One visitor, who described himself as a student of Mr. Torop, says he studies by summoning a hologram of his master from the energy field surrounding Earth and then listening as it speaks. The UFO expert who first inspired Mr. Torop remains one of his advisers.

The third of the 61 rules for life contains what could be a telling statement: "An untruth which brings good is wisdom." Or, as Mr. Pshenay says: "We create our own fairy tale here."

Like the oldest fairy tales, life here can be grim, although the suffering isn't obvious at first glance.

Russian media report that Vissarionites are starving to death on their vegan diets and refusing conventional medical treatment, but regional government officials say this isn't true. Some followers suffered health problems while adjusting to life in the forest, but they have modified what they eat and now take people to hospital in emergencies. Mr. Torop also discourages smoking and drinking, which makes his villages visibly more healthy than many rural towns.

The faithful, very aware of their media image, make every effort to show outsiders that they're happy, even escorting visitors to see children playing table hockey and video games. But in quiet moments, over meals or warming themselves around woodstoves, others say they're exhausted by the daily regimen of hard farm work.

Other kinds of discomfort are more subtle. Ms. Nikitina, the newsletter writer, divorced her husband four years ago and now despairs of ever finding a new partner in a community that is at least 60-per-cent female. Love with a non-believer would be unthinkable, so "I try to stay happy, try to drive away the sadness. But it's hard; I have a woman's dreams."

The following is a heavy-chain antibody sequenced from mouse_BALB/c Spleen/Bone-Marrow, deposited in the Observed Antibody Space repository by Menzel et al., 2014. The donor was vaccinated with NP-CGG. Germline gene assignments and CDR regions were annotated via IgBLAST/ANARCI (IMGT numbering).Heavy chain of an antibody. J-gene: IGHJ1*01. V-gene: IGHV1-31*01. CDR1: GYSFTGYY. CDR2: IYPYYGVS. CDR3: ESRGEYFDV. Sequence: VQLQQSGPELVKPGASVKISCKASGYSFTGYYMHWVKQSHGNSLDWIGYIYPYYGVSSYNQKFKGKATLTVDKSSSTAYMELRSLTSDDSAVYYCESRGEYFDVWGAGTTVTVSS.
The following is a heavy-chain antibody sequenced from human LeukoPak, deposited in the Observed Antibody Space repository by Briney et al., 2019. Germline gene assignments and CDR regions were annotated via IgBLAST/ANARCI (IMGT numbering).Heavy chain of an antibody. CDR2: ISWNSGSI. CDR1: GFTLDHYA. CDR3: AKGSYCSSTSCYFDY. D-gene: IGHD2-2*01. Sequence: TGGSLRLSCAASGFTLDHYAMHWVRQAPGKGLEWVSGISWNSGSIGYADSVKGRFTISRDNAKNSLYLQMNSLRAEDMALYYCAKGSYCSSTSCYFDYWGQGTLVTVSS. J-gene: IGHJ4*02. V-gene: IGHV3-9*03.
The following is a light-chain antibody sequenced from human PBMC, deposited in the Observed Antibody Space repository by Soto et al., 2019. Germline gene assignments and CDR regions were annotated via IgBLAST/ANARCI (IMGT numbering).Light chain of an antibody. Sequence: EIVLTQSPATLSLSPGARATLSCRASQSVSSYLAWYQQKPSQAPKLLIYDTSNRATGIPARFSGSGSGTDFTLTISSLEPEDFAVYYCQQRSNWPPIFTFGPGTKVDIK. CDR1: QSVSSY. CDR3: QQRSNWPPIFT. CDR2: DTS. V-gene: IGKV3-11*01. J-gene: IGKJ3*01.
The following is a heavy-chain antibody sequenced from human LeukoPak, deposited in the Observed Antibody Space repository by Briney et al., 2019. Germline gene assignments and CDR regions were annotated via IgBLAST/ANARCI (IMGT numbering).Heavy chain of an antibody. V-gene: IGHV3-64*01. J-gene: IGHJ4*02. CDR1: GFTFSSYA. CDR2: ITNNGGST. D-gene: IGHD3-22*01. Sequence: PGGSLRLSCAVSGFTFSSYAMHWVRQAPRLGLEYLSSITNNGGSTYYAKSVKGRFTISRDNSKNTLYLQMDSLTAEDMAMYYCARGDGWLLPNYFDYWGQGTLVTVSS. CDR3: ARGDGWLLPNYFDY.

In fact, women have many challenges in the colony. Mr. Torop teaches that they should serve their husbands and bear many children, and that men can have two wives, if the women agree. His own wife, he admits, isn't keen on this idea -- uncomfortable now that another woman wants to join their family.

Down the mountain from Sun City, Marina Aptusheva, 32, ruefully recalls being her husband's second wife. After three years, the first wife left, and Ms. Aptusheva says she would never try it again. "The egotism of a woman screams and shouts in that situation."

The hardship can go beyond the Vissarionites themselves.

For example, Olga Yenifarova, 40, runs an interior-decor store in Moscow, and spent seven years and about $10,000 (U.S.) trying to extract her mother, brother and sister from the colony. She says her family had already lost at least $20,000 when they sold their apartment in Latvia and went to Siberia in 1997. Alarmed at the health problems and depression she says they have suffered, Ms. Yenifarova regularly sent care packages containing boots, warm clothes and money.